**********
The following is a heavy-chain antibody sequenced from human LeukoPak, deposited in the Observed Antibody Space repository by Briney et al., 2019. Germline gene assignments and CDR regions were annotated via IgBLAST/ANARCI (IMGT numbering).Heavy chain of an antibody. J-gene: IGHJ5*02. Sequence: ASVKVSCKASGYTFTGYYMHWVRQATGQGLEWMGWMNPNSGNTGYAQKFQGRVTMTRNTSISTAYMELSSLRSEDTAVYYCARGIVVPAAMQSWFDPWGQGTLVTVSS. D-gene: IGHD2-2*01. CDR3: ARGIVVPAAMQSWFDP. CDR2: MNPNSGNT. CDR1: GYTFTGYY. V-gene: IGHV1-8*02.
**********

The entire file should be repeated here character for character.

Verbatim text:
The following is a heavy-chain antibody sequenced from human LeukoPak, deposited in the Observed Antibody Space repository by Briney et al., 2019. Germline gene assignments and CDR regions were annotated via IgBLAST/ANARCI (IMGT numbering).Heavy chain of an antibody. J-gene: IGHJ5*02. Sequence: ASVKVSCKASGYTFTGYYMHWVRQATGQGLEWMGWMNPNSGNTGYAQKFQGRVTMTRNTSISTAYMELSSLRSEDTAVYYCARGIVVPAAMQSWFDPWGQGTLVTVSS. D-gene: IGHD2-2*01. CDR3: ARGIVVPAAMQSWFDP. CDR2: MNPNSGNT. CDR1: GYTFTGYY. V-gene: IGHV1-8*02.